Besides, “towns don’t like being told what to do,” said Melissa Kaplan-Macey, director of the Regional Plan Association in Connecticut, which helped enact statewide A.D.U. legislation in 2021. To pass the bill, supporters included a provision allowing municipalities to opt out, and a number have. Some towns are adopting their own A.D.U. laws, and others are continuing to bar A.D.U.s altogether.
In some locations, laws ostensibly enabling accessory units create so many restrictions — including parking and owner-occupancy requirements — that they actually discourage construction.
“A.D.U.s should be treated similarly to other forms of housing, to the single-family house next door,” Dr. Harrell said.
Creating these units can be dauntingly expensive. A Berkeley study in 2021 found that median construction costs in California were $150,000, and even higher in the Bay Area, for an average 615-square-foot unit.
Ms. Szudy and Ms. Roth refinanced their primary house to spend between $150,000 and $200,000 building their backyard studio in Oakland.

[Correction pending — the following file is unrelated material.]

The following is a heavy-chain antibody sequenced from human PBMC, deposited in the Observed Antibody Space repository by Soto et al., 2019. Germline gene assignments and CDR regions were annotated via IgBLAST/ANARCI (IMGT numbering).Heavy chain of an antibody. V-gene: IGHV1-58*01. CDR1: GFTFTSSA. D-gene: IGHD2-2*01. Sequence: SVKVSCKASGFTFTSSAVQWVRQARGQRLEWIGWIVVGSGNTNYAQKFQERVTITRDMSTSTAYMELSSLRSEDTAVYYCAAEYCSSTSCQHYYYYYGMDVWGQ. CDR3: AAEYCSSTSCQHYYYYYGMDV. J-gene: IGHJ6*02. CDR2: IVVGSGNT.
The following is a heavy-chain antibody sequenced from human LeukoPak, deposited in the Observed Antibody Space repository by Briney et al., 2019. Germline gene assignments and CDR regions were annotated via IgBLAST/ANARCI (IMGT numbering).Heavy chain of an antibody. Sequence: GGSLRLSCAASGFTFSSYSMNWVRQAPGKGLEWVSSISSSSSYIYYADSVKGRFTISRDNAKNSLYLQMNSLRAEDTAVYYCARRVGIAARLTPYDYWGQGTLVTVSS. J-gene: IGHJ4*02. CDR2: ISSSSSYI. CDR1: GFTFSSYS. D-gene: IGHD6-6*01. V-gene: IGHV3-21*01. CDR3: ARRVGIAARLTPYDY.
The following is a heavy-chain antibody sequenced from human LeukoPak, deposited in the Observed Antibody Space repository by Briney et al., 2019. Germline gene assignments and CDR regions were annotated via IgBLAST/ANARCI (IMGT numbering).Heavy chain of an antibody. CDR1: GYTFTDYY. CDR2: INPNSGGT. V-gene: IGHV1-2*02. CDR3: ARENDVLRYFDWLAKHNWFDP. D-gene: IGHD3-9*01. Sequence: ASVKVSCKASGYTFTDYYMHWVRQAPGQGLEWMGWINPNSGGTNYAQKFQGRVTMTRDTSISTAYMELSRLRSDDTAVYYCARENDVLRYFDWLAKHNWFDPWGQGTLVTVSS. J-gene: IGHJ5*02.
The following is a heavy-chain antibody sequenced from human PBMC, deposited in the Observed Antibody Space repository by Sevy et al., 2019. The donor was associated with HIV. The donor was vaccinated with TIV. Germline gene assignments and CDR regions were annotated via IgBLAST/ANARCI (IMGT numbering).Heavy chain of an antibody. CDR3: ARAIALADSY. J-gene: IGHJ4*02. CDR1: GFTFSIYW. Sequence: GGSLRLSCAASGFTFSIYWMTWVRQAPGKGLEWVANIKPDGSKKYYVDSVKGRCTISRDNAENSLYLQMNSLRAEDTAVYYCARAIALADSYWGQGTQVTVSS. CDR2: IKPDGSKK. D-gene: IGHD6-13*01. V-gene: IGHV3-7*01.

“The financing is the next big frontier,” Ms. Kaplan-Macey said. A.D.U. proponents will have to work with lenders, manufacturers and property tax authorities to make the option affordable for homeowners with more modest incomes.
But the idea is clearly catching on. In Bend, Ore., Julie and Paul Anderson built a contemporary-style house four years ago and added an attached one-bedroom apartment. Her parents have spent four months there each summer, escaping the heat in Tucson, Ariz., where they live; a tenant rents it the rest of the year.
Ms. Anderson and her husband have considered moving into the ground-floor A.D.U. when they retire and renting out the larger space upstairs to supplement their income. But the needs of their parents, all in their 70s and 80s, take precedence for now.
“We have peace of mind,” Ms. Anderson said, “knowing that if an older family member needs care, we have this space.”